The decadence, scum and depravity on display throughout Mike Leigh’s 1993 cult hit Naked is a tragedy, a breathtakingly intimate approach to homelessness and poverty within London. Naked is a film filled with bad people, all of whom have no chance of making it, nor do they have any desire to do so. They’re happy to toil, to deprive others of their worldly possessions, and to make ends meet any way they can. Perhaps that’s the perfect introduction we can get to the film, with our leading character, portrayed by the always devilish David Thewlis, committing a horrific criminal act and fleeing to London.
From there, Naked focuses in on Thewlis’ presentation of Johnny, an unemployed drifter looking to shout, scream and con his way through life as best he can. A silver tongue and scruffy attire are the baggage within his life, and we follow him as he interacts with just about everyone and anyone. His tenacious confidence comes off as charming from time to time, but then you remember he’s quite clearly unhinged. A danger to society and someone that any audience would find it hard to connect with on any level whatsoever. I was never sure if we were to feel sorry for him, to appreciate the hard times he found himself in, or if we were to loathe his existence, one that brings no value to anyone around him or himself.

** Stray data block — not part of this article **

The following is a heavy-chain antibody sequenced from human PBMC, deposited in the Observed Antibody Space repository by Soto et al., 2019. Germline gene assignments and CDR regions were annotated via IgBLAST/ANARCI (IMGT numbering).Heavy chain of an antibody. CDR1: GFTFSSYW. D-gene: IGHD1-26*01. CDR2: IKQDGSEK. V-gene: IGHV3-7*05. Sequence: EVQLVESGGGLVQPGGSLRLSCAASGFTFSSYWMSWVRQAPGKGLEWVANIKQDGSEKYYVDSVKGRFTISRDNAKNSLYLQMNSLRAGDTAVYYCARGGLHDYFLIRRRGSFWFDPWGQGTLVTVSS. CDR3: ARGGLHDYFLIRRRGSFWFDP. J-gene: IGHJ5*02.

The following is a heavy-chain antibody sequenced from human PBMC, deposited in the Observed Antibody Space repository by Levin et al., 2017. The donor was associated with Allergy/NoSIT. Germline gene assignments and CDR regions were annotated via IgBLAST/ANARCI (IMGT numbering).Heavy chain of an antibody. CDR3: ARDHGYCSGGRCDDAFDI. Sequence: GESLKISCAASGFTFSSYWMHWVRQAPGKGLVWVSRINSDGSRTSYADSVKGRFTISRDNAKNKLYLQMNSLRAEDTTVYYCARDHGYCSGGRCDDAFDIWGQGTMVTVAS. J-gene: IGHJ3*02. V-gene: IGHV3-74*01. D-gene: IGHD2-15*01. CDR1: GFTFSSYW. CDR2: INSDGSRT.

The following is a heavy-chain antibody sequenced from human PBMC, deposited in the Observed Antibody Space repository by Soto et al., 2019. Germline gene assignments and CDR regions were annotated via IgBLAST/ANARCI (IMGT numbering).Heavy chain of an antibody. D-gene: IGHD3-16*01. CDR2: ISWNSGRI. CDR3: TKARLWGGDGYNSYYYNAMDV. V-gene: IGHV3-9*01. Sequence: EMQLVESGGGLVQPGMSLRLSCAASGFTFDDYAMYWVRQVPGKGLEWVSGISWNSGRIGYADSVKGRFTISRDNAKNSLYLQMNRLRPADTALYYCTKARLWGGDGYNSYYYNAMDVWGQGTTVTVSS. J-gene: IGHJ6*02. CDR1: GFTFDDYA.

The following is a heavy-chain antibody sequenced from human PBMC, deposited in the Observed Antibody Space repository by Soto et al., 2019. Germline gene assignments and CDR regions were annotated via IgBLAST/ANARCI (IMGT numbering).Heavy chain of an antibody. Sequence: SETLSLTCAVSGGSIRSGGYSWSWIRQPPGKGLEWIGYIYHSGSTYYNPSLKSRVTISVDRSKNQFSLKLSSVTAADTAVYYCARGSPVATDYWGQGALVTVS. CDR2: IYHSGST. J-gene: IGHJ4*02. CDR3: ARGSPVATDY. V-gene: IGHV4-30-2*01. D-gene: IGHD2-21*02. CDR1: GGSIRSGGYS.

None of that would’ve been possible without the crucially great performance Thewlis has to offer. Alongside his leading performance, the interactions he frequents with other characters offer up some sublime supporting work from a whole host of familiar faces. Ewen Bremner, Peter Wight, Claire Skinner and Lesley Sharp all appear in various capacities throughout Naked. They’re fleetingly showcased from time to time, we never know when these interactions and encounters will start or end. We never really know what the outcome will be until we find ourselves in the early hours of the next morning with Johnny, keeled over, tab in his mouth trying to focus in on what to do next.
It’s a film of anxiety, of rot and degradation. Johnny is a detestable individual through and through, but Leigh’s direction can’t help but suggest a glimmer of hope in his characteristics. Something that may suggest that, deep down, he is in fact worth saving. The same cannot be said for Greg Cruttwell’s performance as Sebastian, a man whose plot just happens to coincide with the events of the film, appearing sporadically without much rhyme or reason, other than to give the end of the film a bit of pulp.
Naked is an apt title for this piece, especially considering it strips down the ideals of one person to the barebones. We get to shine a spotlight into the world of those desperate few who lie, cheat, and steal their way through life without a hope or care in the world. Thewlis captures that perfectly, and Leigh guides him across a line of conflicting emotions, all of which culminate in a feverishly open ended and rigorously fantastic ending.